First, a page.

A new hacker group has been tracked to attacks targeting human rights, activists, human rights defenders, academics, and lawyers in India. The attacks attempt to drop “incriminating digital evidence.” 

Sentinel Group has traced the attacks to a group called “Modified elephant, a difficult to track threat group which has been active since 2012. The group’s activities are aligned with the state’s interests.

“ModifiedElephant operates through the use of commercially available remote access trojans (RATs) and has potential ties to the commercial surveillance industry,” the researchers said. “The threat actor uses spear-phishing with malicious documents to deliver malware, such as NetWire, DarkComet, and simple keyloggers.

The group allows tracking activities of targets for a long period, which leads to planting evidence on the victim’s compromised systems. The evidence was planted for targeting and imprisoning the opponents.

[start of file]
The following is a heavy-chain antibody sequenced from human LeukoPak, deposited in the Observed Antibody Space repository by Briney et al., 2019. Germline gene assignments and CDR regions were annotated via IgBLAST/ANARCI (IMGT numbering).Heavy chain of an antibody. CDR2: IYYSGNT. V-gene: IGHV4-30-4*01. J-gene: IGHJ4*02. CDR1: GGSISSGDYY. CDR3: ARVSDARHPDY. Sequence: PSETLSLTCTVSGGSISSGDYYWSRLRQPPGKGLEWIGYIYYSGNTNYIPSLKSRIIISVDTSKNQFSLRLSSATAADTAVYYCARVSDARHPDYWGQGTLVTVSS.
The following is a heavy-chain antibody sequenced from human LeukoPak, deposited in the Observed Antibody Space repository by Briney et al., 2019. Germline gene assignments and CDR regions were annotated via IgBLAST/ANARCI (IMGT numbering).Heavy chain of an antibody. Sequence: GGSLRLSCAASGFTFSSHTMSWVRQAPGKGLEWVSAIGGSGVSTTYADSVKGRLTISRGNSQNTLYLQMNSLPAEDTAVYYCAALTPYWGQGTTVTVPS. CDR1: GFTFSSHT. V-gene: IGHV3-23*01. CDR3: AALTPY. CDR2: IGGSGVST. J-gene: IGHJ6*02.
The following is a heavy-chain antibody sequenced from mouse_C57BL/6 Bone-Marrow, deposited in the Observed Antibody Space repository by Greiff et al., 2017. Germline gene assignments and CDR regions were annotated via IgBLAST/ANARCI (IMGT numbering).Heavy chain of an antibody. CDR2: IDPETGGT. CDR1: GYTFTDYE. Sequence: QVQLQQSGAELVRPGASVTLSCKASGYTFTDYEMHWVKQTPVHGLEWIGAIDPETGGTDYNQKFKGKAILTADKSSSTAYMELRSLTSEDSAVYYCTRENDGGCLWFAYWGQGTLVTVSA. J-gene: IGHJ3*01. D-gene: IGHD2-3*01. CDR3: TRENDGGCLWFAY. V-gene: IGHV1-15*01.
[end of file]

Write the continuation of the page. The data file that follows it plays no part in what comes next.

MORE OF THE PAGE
The attack infects the targets via spear-phishing emails. The spear-phishing emails have topics concerning activism, climate change, and politics and contain malicious Microsoft Office document attachments or links. These documents are hosted externally and can install malware that can take control of the targeted systems.

“The phishing emails take many approaches to gain the appearance of legitimacy,” the researchers said. “This includes fake body content with a forwarding history containing long lists of recipients, original email recipient lists with many seemingly fake accounts, or simply resending their malware multiple times using new emails or lure documents.”

Also distributed using phishing emails is an unidentified commodity trojan targeting Android that enables the attackers to intercept and manage SMS and call data, wipe or unlock the device, perform network requests, and remotely administer the infected devices. SentinelOne characterized it as an “ideal low-cost mobile surveillance toolkit.”

“This actor has operated for years, evading research attention and detection due to their limited scope of operations, the mundane nature of their tools, and their regionally- specific targeting,” the researchers said.